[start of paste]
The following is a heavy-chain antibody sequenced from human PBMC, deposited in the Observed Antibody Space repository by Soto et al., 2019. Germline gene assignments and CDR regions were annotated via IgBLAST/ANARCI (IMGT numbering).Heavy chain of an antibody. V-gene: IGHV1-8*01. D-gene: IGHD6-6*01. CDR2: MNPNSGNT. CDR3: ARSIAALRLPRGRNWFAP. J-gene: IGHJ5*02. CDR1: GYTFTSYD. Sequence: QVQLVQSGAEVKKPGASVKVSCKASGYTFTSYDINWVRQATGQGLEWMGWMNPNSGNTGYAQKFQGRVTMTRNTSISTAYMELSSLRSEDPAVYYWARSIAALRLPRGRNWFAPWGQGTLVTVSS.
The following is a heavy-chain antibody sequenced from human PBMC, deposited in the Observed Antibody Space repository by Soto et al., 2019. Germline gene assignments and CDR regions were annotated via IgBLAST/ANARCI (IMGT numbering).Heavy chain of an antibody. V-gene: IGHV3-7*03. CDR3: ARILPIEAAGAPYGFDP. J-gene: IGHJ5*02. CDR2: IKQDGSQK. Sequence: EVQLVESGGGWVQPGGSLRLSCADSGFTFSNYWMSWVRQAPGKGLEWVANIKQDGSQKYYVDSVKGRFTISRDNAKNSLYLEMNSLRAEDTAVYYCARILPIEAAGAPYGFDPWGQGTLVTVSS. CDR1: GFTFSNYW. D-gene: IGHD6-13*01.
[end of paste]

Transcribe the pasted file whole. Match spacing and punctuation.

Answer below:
The following is a heavy-chain antibody sequenced from human PBMC, deposited in the Observed Antibody Space repository by Soto et al., 2019. Germline gene assignments and CDR regions were annotated via IgBLAST/ANARCI (IMGT numbering).Heavy chain of an antibody. V-gene: IGHV1-8*01. D-gene: IGHD6-6*01. CDR2: MNPNSGNT. CDR3: ARSIAALRLPRGRNWFAP. J-gene: IGHJ5*02. CDR1: GYTFTSYD. Sequence: QVQLVQSGAEVKKPGASVKVSCKASGYTFTSYDINWVRQATGQGLEWMGWMNPNSGNTGYAQKFQGRVTMTRNTSISTAYMELSSLRSEDPAVYYWARSIAALRLPRGRNWFAPWGQGTLVTVSS.
The following is a heavy-chain antibody sequenced from human PBMC, deposited in the Observed Antibody Space repository by Soto et al., 2019. Germline gene assignments and CDR regions were annotated via IgBLAST/ANARCI (IMGT numbering).Heavy chain of an antibody. V-gene: IGHV3-7*03. CDR3: ARILPIEAAGAPYGFDP. J-gene: IGHJ5*02. CDR2: IKQDGSQK. Sequence: EVQLVESGGGWVQPGGSLRLSCADSGFTFSNYWMSWVRQAPGKGLEWVANIKQDGSQKYYVDSVKGRFTISRDNAKNSLYLEMNSLRAEDTAVYYCARILPIEAAGAPYGFDPWGQGTLVTVSS. CDR1: GFTFSNYW. D-gene: IGHD6-13*01.